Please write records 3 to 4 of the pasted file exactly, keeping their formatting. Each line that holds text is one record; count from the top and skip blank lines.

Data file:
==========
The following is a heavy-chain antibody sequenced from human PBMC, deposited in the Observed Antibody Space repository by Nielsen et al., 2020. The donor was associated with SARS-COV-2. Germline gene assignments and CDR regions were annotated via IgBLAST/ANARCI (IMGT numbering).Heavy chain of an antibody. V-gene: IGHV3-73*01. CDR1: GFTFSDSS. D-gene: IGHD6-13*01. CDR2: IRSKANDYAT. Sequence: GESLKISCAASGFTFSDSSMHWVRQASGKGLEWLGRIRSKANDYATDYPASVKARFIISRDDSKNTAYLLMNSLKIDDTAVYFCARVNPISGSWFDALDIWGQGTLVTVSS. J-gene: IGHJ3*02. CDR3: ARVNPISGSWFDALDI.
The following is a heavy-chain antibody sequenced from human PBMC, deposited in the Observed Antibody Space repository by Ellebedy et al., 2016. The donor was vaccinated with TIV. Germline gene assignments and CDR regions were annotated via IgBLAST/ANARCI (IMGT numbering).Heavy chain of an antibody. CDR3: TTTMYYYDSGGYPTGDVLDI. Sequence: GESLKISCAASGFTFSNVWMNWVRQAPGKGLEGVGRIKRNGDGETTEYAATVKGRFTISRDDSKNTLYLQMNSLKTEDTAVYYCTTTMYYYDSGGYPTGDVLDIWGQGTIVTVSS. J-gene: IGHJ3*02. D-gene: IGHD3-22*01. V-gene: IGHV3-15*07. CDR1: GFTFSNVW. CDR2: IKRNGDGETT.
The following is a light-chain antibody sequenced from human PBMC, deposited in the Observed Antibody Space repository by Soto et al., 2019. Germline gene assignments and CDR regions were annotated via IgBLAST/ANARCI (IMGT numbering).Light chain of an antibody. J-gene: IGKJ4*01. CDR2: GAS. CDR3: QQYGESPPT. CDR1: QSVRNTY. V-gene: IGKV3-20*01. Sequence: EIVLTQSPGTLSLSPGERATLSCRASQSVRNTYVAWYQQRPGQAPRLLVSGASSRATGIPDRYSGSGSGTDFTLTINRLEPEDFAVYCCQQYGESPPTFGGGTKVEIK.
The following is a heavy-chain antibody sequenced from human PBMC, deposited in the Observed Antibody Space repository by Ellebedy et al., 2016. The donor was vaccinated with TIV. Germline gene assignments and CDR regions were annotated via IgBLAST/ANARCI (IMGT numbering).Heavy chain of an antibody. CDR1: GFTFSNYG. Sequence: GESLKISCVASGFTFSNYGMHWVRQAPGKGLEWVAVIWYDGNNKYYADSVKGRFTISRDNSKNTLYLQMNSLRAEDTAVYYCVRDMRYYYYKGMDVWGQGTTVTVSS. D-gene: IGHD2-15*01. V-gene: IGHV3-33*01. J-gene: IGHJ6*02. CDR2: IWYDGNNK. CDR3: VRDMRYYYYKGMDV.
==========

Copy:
The following is a light-chain antibody sequenced from human PBMC, deposited in the Observed Antibody Space repository by Soto et al., 2019. Germline gene assignments and CDR regions were annotated via IgBLAST/ANARCI (IMGT numbering).Light chain of an antibody. J-gene: IGKJ4*01. CDR2: GAS. CDR3: QQYGESPPT. CDR1: QSVRNTY. V-gene: IGKV3-20*01. Sequence: EIVLTQSPGTLSLSPGERATLSCRASQSVRNTYVAWYQQRPGQAPRLLVSGASSRATGIPDRYSGSGSGTDFTLTINRLEPEDFAVYCCQQYGESPPTFGGGTKVEIK.
The following is a heavy-chain antibody sequenced from human PBMC, deposited in the Observed Antibody Space repository by Ellebedy et al., 2016. The donor was vaccinated with TIV. Germline gene assignments and CDR regions were annotated via IgBLAST/ANARCI (IMGT numbering).Heavy chain of an antibody. CDR1: GFTFSNYG. Sequence: GESLKISCVASGFTFSNYGMHWVRQAPGKGLEWVAVIWYDGNNKYYADSVKGRFTISRDNSKNTLYLQMNSLRAEDTAVYYCVRDMRYYYYKGMDVWGQGTTVTVSS. D-gene: IGHD2-15*01. V-gene: IGHV3-33*01. J-gene: IGHJ6*02. CDR2: IWYDGNNK. CDR3: VRDMRYYYYKGMDV.